Queen Of Spices
by Abbey Carter

She met Bourne after coming from the airport. Her clothing carried the essence of three continents and five meals, and she was past caring. The Indian sun reclined, and Pam Landy felt ready to as well.

Landy searched Bourne's face for signs of suspicion. He certainly had every reason not to trust CIA employees. Even though she had helped prevent his being killed, he was surely smart enough to understand that in the shifting world of intelligence, alliances changed.

She knew that well. She'd gotten over the shock of a colleague pointing a gun at her face fairly quickly.

"Do you have the papers?" Bourne said, maybe with a trace of anxiety.

She did. And she didn't feel compelled to share them as a civil servant, per se, but as a person.

They walked as briskly as was possible. He led her past the Jewtown fish market, through mazed alleys. A slight wind sung of patchouli, and carried three dialects to her ears. Landy didn't have to look for signs of the Portuguese in Kochi; the architecture was omnipresent. A history lesson came alive before her, and she continued walking, mindful that a missed step would separate them.

His apartment was a single room up three flights of cracked wooden stairs. Landy mentally noted his conspicuous habits; he had still made no attempt to change from military drab, nor slow his pace. No wonder he had been found.

Bourne quickly picked a few shirts off the floor, and cleared a low table of beer bottles and empty plates.

"This is what I could get you," Landy said, spreading his file out. "I pulled every clearance I could get my hands on. I don't think there are more files. Certainly not many."

She watched him become instantly absorbed in pictures of his childhood, of his family. In orders given him years later, in the faces of forgotten comrades, and, she supposed, repressed demons.

"Thank you," Bourne said absently, continuing to read. It was humid. She took off the business jacket and slung it over a chair, looked around the room. An unmade bed in the corner, and a closet near the door. She realized she leaned against a gas stovetop, burdened with a heavy, though it seemed, unused skillet.

Slowly, Bourne rose from the table and retreated to a stack of papers. "I found these for you. What memories I've pieced together of Treadstone. Probably nothing you don't know."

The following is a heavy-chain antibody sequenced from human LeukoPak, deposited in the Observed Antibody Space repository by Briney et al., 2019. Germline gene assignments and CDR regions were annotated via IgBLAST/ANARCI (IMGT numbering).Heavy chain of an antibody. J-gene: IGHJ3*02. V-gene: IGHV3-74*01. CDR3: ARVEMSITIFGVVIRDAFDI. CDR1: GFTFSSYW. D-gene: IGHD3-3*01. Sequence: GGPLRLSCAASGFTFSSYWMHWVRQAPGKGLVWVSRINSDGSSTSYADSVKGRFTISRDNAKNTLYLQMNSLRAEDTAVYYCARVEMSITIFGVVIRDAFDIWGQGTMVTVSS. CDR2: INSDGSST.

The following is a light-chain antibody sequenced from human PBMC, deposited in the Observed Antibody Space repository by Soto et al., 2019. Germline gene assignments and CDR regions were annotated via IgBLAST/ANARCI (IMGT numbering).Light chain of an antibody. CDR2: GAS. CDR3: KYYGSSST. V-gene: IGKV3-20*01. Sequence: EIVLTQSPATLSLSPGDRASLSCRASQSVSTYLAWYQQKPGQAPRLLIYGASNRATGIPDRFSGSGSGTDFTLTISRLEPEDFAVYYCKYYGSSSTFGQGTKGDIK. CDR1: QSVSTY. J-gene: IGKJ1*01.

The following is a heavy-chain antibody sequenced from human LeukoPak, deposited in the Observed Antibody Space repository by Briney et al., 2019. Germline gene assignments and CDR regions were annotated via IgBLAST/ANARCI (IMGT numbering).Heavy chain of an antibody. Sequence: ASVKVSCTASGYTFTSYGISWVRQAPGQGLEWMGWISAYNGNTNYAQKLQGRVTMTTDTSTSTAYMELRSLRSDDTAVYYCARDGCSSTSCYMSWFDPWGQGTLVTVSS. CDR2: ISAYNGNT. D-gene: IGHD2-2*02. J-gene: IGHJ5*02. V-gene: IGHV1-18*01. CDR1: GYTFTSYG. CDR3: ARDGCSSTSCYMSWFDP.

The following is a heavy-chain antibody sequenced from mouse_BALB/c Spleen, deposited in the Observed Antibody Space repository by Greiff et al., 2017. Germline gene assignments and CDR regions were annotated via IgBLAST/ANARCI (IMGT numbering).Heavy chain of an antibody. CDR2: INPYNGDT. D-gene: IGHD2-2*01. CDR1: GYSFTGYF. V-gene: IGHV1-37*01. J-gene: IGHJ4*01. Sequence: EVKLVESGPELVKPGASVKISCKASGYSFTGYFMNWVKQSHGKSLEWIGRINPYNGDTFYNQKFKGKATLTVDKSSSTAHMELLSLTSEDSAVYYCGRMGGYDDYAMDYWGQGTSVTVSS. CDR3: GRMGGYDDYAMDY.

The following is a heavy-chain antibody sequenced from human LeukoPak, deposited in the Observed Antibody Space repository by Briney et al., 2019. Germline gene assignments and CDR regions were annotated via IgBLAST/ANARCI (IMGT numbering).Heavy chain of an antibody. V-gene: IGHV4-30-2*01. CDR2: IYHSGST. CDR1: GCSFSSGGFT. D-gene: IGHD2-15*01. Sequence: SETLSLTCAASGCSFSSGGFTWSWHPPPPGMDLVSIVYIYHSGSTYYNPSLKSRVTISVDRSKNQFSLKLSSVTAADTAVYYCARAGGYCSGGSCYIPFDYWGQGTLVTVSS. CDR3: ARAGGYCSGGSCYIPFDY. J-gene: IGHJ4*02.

"It's appreciated. We'll use it in the internal investigation." His fingers were rough, the folder heavy in her hands.

"Would you tell me," she asked, "why you came back to India?"

He made a frustrated sound that was far too masculine to be a sigh, and gripped the back of his chair. "I liked Goa. But I couldn't stay there. This was down the coast." He balled his other fist. "I had good memories here. And you. Why did you come here?"

"To give you what you deserve. I think that's abundantly clear."

He gave her a searching look; she thought him perplexed by the notion that she had no hidden agenda, no scheme.

"Where are you staying?" He came to stand next to her quickly, and she was aware of the sweat in the silk of her blouse, the limited space in the room, and between them.

"My flight leaves at four a.m.."

He grinned. "Do you sleep?"

"When I feel like it."

There was a strange noise, and she laughed on realizing it was his stomach.

"Do you cook?" she asked, voice lilting.

"Not really. I may have been taught, but the memory was lost along the way."

Some things are better said unspoken. She opened the cabinet over the stove, and pulled out a matchbook, spices, and oil. The stove ticked and flared to life under her hand, and she put the skillet over the burner.

She had eight hours left in the city. She knew Bourne wasn't only a former assassin, and as he looked over her shoulder to the stove, she could tell he didn't think of her as only an operative to be outwitted, or a woman to be avoided. He had many secrets, and she had several of her own.

Landy tipped cumin into the hot oil and flicked turmeric and cardamom into the bubbling mixture.

"What will you make?" he asked.

What could be done but to tell these secrets straight into morning, until the air wept with spice and the weight of whatever said?

"Watch," Landy said, her blouse already traced with smells of their food. "In Indian, this is how every dish begins."


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